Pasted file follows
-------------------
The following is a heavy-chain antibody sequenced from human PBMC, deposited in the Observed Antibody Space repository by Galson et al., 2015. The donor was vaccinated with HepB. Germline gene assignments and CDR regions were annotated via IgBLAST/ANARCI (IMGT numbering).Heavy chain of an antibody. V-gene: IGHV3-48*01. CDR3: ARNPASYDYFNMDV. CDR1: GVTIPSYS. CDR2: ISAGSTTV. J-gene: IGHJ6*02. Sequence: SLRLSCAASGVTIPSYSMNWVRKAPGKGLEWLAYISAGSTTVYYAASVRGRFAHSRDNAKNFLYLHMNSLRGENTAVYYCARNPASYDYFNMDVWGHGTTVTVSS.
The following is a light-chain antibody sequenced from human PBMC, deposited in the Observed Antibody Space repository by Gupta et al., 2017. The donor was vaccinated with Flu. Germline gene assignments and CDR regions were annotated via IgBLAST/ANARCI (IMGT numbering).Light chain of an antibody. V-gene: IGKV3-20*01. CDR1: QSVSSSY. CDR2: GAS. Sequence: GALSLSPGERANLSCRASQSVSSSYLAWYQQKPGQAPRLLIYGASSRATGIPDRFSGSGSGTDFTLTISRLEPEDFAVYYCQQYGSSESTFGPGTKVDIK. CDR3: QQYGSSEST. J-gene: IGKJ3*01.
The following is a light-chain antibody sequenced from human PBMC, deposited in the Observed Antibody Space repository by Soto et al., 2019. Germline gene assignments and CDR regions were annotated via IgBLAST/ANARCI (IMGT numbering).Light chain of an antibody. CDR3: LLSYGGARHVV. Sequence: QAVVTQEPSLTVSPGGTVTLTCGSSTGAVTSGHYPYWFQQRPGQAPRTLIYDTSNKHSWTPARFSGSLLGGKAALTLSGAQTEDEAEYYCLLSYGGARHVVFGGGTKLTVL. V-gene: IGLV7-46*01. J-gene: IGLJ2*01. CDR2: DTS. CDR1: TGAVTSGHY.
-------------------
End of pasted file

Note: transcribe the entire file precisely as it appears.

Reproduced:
The following is a heavy-chain antibody sequenced from human PBMC, deposited in the Observed Antibody Space repository by Galson et al., 2015. The donor was vaccinated with HepB. Germline gene assignments and CDR regions were annotated via IgBLAST/ANARCI (IMGT numbering).Heavy chain of an antibody. V-gene: IGHV3-48*01. CDR3: ARNPASYDYFNMDV. CDR1: GVTIPSYS. CDR2: ISAGSTTV. J-gene: IGHJ6*02. Sequence: SLRLSCAASGVTIPSYSMNWVRKAPGKGLEWLAYISAGSTTVYYAASVRGRFAHSRDNAKNFLYLHMNSLRGENTAVYYCARNPASYDYFNMDVWGHGTTVTVSS.
The following is a light-chain antibody sequenced from human PBMC, deposited in the Observed Antibody Space repository by Gupta et al., 2017. The donor was vaccinated with Flu. Germline gene assignments and CDR regions were annotated via IgBLAST/ANARCI (IMGT numbering).Light chain of an antibody. V-gene: IGKV3-20*01. CDR1: QSVSSSY. CDR2: GAS. Sequence: GALSLSPGERANLSCRASQSVSSSYLAWYQQKPGQAPRLLIYGASSRATGIPDRFSGSGSGTDFTLTISRLEPEDFAVYYCQQYGSSESTFGPGTKVDIK. CDR3: QQYGSSEST. J-gene: IGKJ3*01.
The following is a light-chain antibody sequenced from human PBMC, deposited in the Observed Antibody Space repository by Soto et al., 2019. Germline gene assignments and CDR regions were annotated via IgBLAST/ANARCI (IMGT numbering).Light chain of an antibody. CDR3: LLSYGGARHVV. Sequence: QAVVTQEPSLTVSPGGTVTLTCGSSTGAVTSGHYPYWFQQRPGQAPRTLIYDTSNKHSWTPARFSGSLLGGKAALTLSGAQTEDEAEYYCLLSYGGARHVVFGGGTKLTVL. V-gene: IGLV7-46*01. J-gene: IGLJ2*01. CDR2: DTS. CDR1: TGAVTSGHY.